Mini Review ARTICLE
Management of Hypertension in CAKUT: Protective Factor for CKD
- 1Pediatric Nephrology Department, Instituto da Criança Hospital das Clínicas, University of São Paulo Medical School, São Paulo, Brazil
- 2Pediatric Nephrology Department, UNIFESP–Escola Paulista de Medicina and Samaritano Hospital of São Paulo, São Paulo, Brazil
Patients with congenital kidney and urinary tract abnormalities (CAKUT) will often develop end-stage renal disease at some point and the need for renal replacement therapy is associated with high rates of morbidity and mortality. Hence, efforts to slow the progression of the disease are essential. Hypertension has been proven to be an independent risk factor for faster decline of glomerular filtration rate in renal patients, but studies involving only children with CAKUT are scarce. We performed a literature review to explore the association of hypertension with faster chronic kidney disease progression in children with CAKUT and also treatment options in this condition. A recent study reported an annual decline in GFR of 1.8 ml/min/1.73 m2 among hypertensive patients with non-glomerular CKD, compared with 0.8 ml/min/1.73 m2 in normotensive children. A multicenter prospective cohort in Brazil showed that a 1-unit increase in systolic blood pressure Z-score was associated with a 1.5-fold higher risk of disease progression. Since renin-angiotensin-aldosterone system activation is the most important mechanism of hypertension in these children, the first-line therapy involves the use of inhibitors of this axis, including angiotensin-converting enzyme inhibitors and angiotensin II receptor blockers type I, which also promote an anti-fibrotic effect. Recent studies have shown a good safety profile for use in patients with chronic kidney disease and also in those with solitary kidneys. Hypertension is an independent risk factor for kidney disease progression and should be promptly managed for renal protection, especially among patients with CAKUT, the primary cause of chronic kidney disease in the pediatric population.
Congenital anomalies of the kidney and urinary tract (CAKUT) are the primary cause of chronic kidney disease (CKD) in the pediatric population (1–4). Bilateral renal hypoplasia and dysplasia, with or without concomitant urinary tract malformation, are present in over 50% of children and adolescents requiring renal replacement therapy (2). According to data published for the Chronic Kidney Disease in Children (CKiD) cohort in 2015, of the 689 children involved, 76% had a non-glomerular cause for CKD, of which 69% were CAKUT-associated: 25% obstructive uropathy; 21% aplasia, hypoplasia or renal dysplasia; 19% reflux nephropathy; and 4% other CAKUTs (3). For previous registries reporting CKD etiology in infancy, the NAPRTCS found CAKUT in 48% of cases and the ItalKid in 58% (5, 6).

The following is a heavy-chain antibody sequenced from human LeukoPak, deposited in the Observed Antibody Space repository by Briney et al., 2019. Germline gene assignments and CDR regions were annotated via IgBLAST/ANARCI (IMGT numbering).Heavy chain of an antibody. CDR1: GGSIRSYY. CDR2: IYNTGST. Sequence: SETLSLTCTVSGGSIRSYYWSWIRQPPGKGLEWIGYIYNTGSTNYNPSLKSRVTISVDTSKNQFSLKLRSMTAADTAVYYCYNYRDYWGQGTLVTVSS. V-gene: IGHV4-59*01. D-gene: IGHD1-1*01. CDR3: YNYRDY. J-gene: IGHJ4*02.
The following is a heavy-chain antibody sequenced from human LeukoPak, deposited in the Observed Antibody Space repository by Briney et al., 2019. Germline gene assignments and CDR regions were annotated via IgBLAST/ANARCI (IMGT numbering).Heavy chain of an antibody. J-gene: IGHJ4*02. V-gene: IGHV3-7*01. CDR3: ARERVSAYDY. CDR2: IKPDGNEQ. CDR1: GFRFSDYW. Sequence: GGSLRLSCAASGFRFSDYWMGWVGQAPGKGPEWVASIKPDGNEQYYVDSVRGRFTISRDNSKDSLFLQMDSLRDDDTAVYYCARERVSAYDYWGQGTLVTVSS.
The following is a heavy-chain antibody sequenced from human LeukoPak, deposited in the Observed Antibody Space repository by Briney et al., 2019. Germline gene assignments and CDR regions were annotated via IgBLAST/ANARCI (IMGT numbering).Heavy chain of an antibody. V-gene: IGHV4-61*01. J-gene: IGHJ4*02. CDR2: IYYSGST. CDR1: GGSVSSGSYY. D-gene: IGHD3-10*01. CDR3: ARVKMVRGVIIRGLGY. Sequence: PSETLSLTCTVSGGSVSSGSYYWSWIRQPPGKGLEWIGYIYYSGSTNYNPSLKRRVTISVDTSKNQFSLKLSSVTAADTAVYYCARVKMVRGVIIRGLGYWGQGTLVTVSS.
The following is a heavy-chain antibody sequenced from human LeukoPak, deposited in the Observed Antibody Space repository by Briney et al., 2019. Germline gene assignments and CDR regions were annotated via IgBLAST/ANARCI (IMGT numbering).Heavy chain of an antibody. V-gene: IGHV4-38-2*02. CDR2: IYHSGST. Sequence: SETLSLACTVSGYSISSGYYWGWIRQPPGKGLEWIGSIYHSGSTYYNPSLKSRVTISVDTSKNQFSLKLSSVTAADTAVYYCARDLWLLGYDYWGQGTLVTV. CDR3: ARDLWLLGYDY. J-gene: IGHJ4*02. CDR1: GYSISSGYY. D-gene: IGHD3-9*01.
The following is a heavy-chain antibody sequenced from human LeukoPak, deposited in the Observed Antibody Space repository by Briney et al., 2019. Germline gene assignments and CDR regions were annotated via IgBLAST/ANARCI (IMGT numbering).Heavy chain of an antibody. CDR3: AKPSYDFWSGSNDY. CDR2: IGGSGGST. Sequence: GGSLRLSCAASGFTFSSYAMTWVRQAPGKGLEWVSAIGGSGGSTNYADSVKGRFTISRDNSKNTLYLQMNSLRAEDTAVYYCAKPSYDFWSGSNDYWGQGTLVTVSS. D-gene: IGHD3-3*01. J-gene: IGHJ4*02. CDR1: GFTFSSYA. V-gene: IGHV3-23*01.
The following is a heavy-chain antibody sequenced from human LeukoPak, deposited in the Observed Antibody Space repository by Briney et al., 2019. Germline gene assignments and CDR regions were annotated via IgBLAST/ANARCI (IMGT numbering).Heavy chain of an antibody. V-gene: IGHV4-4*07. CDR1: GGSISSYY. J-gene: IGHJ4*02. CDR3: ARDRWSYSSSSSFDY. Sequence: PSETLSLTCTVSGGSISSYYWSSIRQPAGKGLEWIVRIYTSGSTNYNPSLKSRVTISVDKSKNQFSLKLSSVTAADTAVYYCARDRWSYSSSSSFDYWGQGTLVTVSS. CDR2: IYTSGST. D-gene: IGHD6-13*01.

Many CAKUT patients will progress to end-stage renal disease (ESRD) because the congenital reduction in nephron mass ultimately overloads the remaining nephrons. In severe dysplasia cases, ESRD occurs in the first years of life, while in other malformations there is an initial transient period during which glomerular filtration rate (GFR) can increase, leading to hypertrophy of the remaining nephrons. This period can span several years and is generally followed by a phase of stability. Progressive loss of residual renal function occurs and often, at between 15 and 25 years of age, these patients require renal replacement therapy (2, 7–9). In a population-based registry of children with CAKUT (ItalKid Study), the risk of progressing to ESRD by the age of 20 was 68% (6).
ESRD is associated with high morbidity and mortality rates and therefore strategies to reduce the rate of CKD progression and thus delay renal replacement therapy can be crucial for improving life expectancy and quality of life of patients. Concerted efforts have been made in recent years to elucidate the risk factors associated with CKD progression and to provide treatment for renal protection. Hypertension has been shown to be one of these risks. Although studies involving only children with CAKUT are scarce, we performed a literature review to explore the association of hypertension with faster chronic kidney disease progression in children with CAKUT and also treatment options in this condition.
Hypertension as a Risk Factor